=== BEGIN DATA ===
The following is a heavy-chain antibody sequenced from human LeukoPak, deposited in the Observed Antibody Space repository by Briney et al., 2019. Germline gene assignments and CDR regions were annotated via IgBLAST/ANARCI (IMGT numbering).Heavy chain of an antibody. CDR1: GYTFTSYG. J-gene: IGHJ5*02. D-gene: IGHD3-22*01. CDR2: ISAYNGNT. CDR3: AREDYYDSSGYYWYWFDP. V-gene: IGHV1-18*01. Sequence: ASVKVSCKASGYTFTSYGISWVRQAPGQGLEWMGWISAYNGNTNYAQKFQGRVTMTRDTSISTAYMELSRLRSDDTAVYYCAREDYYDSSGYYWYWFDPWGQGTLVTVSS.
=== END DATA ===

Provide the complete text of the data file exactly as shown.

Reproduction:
The following is a heavy-chain antibody sequenced from human LeukoPak, deposited in the Observed Antibody Space repository by Briney et al., 2019. Germline gene assignments and CDR regions were annotated via IgBLAST/ANARCI (IMGT numbering).Heavy chain of an antibody. CDR1: GYTFTSYG. J-gene: IGHJ5*02. D-gene: IGHD3-22*01. CDR2: ISAYNGNT. CDR3: AREDYYDSSGYYWYWFDP. V-gene: IGHV1-18*01. Sequence: ASVKVSCKASGYTFTSYGISWVRQAPGQGLEWMGWISAYNGNTNYAQKFQGRVTMTRDTSISTAYMELSRLRSDDTAVYYCAREDYYDSSGYYWYWFDPWGQGTLVTVSS.